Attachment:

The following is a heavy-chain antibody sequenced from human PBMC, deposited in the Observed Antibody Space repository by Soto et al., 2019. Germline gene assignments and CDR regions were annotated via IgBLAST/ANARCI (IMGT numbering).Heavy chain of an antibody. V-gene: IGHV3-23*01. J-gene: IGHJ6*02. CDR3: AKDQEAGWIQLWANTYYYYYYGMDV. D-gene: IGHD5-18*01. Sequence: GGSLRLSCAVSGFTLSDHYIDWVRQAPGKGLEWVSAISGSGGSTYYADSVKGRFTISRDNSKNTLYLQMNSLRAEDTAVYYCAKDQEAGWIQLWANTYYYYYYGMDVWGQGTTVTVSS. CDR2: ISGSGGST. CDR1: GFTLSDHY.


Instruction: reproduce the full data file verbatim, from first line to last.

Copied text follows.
The following is a heavy-chain antibody sequenced from human PBMC, deposited in the Observed Antibody Space repository by Soto et al., 2019. Germline gene assignments and CDR regions were annotated via IgBLAST/ANARCI (IMGT numbering).Heavy chain of an antibody. V-gene: IGHV3-23*01. J-gene: IGHJ6*02. CDR3: AKDQEAGWIQLWANTYYYYYYGMDV. D-gene: IGHD5-18*01. Sequence: GGSLRLSCAVSGFTLSDHYIDWVRQAPGKGLEWVSAISGSGGSTYYADSVKGRFTISRDNSKNTLYLQMNSLRAEDTAVYYCAKDQEAGWIQLWANTYYYYYYGMDVWGQGTTVTVSS. CDR2: ISGSGGST. CDR1: GFTLSDHY.